The staff of Robert Haar, adviser at Thousand Oaks High School, Thousand Oaks, Calif., came up with another way to brainstorm this year while they were in the process of brainstorming.
Each year the staff attends a summer workshop, where the students usually start with some initial theme ideas and end the camp with a totally different, yet better, idea. In between, Harr and the advisers teaching the workshop question his students to help them determine if they have come up with a good theme.
“Most of my questions are to get them to look at the whole picture of what they want to say, to understand the importance of creating a theme that says what they want to say,” Haar said.
Once the theme is in place, Haar uses different methods with his staff to come up with story ideas that are in line with the theme. A few years ago at a workshop, Haar picked up a questionnaire on the mini-cultures within a high school. His students take that questionnaire each year in an effort to see if those cultures are reflected in the current year’s theme. The staff also discusses staff interests to see if they may be shared by a larger group of students in the school, and therefore need to be covered.
But this year, the staff developed a questionnaire to help them confirm their story ideas and come up with new ones. Every student in the school received the 10-question survey through their English classes. The students were asked to put their name on them and were told the answers would be confidential, but they may be contacted to be interviewed for a story.
The theme of this year’s Lancer Legend is epiphany, and the staff was looking for stories about realizations students reached in their lives and how they came about. The questions on the survey were personal, such as what daily sacrifices they make; what is something nobody knows about you; and what childhood antic helped instill a lifelong lesson.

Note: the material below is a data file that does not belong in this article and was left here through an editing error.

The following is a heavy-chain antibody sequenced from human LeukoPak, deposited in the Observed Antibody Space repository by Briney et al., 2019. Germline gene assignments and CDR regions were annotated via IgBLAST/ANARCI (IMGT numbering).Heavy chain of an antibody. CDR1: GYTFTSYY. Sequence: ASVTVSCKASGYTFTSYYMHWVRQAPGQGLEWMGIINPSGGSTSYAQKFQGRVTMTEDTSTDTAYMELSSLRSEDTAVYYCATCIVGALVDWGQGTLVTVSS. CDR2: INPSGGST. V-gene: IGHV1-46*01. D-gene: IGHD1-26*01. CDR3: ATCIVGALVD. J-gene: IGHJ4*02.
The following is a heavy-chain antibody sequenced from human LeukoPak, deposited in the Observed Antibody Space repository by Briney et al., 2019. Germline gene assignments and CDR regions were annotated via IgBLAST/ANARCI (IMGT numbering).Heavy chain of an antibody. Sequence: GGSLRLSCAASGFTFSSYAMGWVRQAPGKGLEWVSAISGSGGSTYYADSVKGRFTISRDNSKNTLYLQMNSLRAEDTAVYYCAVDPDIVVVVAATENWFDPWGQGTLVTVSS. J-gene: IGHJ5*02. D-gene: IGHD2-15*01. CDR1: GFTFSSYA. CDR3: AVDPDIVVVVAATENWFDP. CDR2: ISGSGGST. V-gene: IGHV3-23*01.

The answers on the questionnaire were beneficial to the staff. For example, it confirmed the validity of the childhood antics story.
“That helped us know that we had a story and we knew where to get it. So we got a bigger cross section of the school,” Haar said.
“It (the questionnaire) allowed us to meet new people and get those stories we normally wouldn’t get. It gave us more of a structure and purpose than in the past.”
Divide and conquer
Karen McCarty, Laney High School, Wilmington, N.C., splits her Spinnaker staff into teams assigned to different sections of the yearbook. The teams list the things that are happening related to their section and develop their story ideas from that. McCarty calls it her “divide and conquer” strategy, and this is the second year she has organized her staff this way. She developed the team approach because the newspaper and yearbook staffs are combined, and students usually cover the same beat for both publications, she said.
The staff will have a brainstorming session for the entire year in August, then do more brainstorming as they begin to work on each section.
McCarty said the team approach has worked well for her staff, but the students have to buy into it for it to work.
“Making them part of a small group helps them work within the larger group. It helps them blossom,” she said.